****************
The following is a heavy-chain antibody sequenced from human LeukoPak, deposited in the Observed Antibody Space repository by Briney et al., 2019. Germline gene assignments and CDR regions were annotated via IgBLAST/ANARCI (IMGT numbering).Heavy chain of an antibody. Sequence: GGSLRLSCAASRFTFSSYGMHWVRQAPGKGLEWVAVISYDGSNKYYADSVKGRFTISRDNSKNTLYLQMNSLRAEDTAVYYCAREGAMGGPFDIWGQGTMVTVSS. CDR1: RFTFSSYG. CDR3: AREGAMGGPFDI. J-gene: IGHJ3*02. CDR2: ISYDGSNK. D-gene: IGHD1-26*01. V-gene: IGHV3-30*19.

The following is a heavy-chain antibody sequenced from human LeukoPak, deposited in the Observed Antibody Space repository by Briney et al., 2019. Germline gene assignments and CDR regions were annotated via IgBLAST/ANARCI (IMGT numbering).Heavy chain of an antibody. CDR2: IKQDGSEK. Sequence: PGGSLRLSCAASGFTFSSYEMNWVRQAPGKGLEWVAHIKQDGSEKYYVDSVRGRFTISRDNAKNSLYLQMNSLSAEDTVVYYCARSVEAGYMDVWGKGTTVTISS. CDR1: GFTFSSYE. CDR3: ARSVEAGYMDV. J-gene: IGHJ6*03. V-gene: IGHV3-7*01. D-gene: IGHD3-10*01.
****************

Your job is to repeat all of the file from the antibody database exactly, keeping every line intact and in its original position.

The following is a heavy-chain antibody sequenced from human LeukoPak, deposited in the Observed Antibody Space repository by Briney et al., 2019. Germline gene assignments and CDR regions were annotated via IgBLAST/ANARCI (IMGT numbering).Heavy chain of an antibody. Sequence: GGSLRLSCAASRFTFSSYGMHWVRQAPGKGLEWVAVISYDGSNKYYADSVKGRFTISRDNSKNTLYLQMNSLRAEDTAVYYCAREGAMGGPFDIWGQGTMVTVSS. CDR1: RFTFSSYG. CDR3: AREGAMGGPFDI. J-gene: IGHJ3*02. CDR2: ISYDGSNK. D-gene: IGHD1-26*01. V-gene: IGHV3-30*19.

The following is a heavy-chain antibody sequenced from human LeukoPak, deposited in the Observed Antibody Space repository by Briney et al., 2019. Germline gene assignments and CDR regions were annotated via IgBLAST/ANARCI (IMGT numbering).Heavy chain of an antibody. CDR2: IKQDGSEK. Sequence: PGGSLRLSCAASGFTFSSYEMNWVRQAPGKGLEWVAHIKQDGSEKYYVDSVRGRFTISRDNAKNSLYLQMNSLSAEDTVVYYCARSVEAGYMDVWGKGTTVTISS. CDR1: GFTFSSYE. CDR3: ARSVEAGYMDV. J-gene: IGHJ6*03. V-gene: IGHV3-7*01. D-gene: IGHD3-10*01.